In remote areas of Nepal waste is usually dumped in nature and eventually burned with an open fire. The absence of a working waste management system can be problematic, especially in hospitals. When infectious biomedical waste is disposed in this way, it can release toxic fumes and contaminate the groundwater. This can impose a great threat to the local population as well as to the environment.
Therefore, Technology without Borders was contacted in order to provide a clean solution for the disposal of infectious biomedical waste in the Myagdi District Hospital in Beni.
The town of Beni is located in central Nepal around 300 kilometers west of Nepal’s capital Kathmandu. It is the district headquarters of Myagdi district. Beni is situated at an altitude of 899 meters and is home to nearly 30.000 people. Myagdi District Hospital is running 50 beds and provides its services to the public, serving patients coming from all parts of the district. A total of 55.000 patients per year have received a wide range of health services. The hospital staff consists of around 65 people, nine of them doctors, and provides emergency services 24/7.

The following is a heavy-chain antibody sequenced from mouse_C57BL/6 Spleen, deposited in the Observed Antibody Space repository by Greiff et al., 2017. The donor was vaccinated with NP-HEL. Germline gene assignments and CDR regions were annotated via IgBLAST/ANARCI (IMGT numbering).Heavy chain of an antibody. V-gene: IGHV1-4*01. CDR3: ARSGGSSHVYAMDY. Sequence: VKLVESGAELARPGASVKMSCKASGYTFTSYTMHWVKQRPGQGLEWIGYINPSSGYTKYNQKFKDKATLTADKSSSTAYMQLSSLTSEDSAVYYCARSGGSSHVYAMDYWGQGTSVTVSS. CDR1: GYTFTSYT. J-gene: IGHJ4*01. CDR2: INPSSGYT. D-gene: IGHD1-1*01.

To enable an environmentally friendly disposal of the medical waste in Beni the local partners and Technology without Borders will build an incinerator for the hospital which is based on the DeMontfort Mark 8. The incinerator is made of clay bricks and welded steel parts which can be bought in the region. Despite its simple design it allows an incineration in two chambers with temperatures over 800°C to burn and decontaminate biomedical waste. To reach these temperatures the incinerator has to be heated up with paper and plastic waste.
Hence, the incinerator can only be operated efficiently long-term in conjunction with a working waste management system in the hospital. The goal is to develop and establish a concept in collaboration with the hospital administration to separate the hospital waste.
To guarantee the correct use of the incinerator there will be theoretical as well as practical training. At least two members of the hospital staff will be taught the operation mode of the incinerator and will put the gained knowledge into practice during test burnings. In addition all of the staff will participate in workshops to explain the importance of waste separation and operational safety and how it should be executed on a daily basis.